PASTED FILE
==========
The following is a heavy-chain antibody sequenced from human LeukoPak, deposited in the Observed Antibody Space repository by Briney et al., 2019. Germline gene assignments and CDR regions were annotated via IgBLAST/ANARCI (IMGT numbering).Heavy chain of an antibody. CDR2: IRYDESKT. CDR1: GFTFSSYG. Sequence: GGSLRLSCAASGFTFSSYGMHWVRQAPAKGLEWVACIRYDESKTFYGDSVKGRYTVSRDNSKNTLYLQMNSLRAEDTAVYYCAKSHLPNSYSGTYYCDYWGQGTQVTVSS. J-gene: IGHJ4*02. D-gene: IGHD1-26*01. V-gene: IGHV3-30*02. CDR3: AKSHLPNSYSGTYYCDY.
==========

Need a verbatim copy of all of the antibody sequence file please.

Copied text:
The following is a heavy-chain antibody sequenced from human LeukoPak, deposited in the Observed Antibody Space repository by Briney et al., 2019. Germline gene assignments and CDR regions were annotated via IgBLAST/ANARCI (IMGT numbering).Heavy chain of an antibody. CDR2: IRYDESKT. CDR1: GFTFSSYG. Sequence: GGSLRLSCAASGFTFSSYGMHWVRQAPAKGLEWVACIRYDESKTFYGDSVKGRYTVSRDNSKNTLYLQMNSLRAEDTAVYYCAKSHLPNSYSGTYYCDYWGQGTQVTVSS. J-gene: IGHJ4*02. D-gene: IGHD1-26*01. V-gene: IGHV3-30*02. CDR3: AKSHLPNSYSGTYYCDY.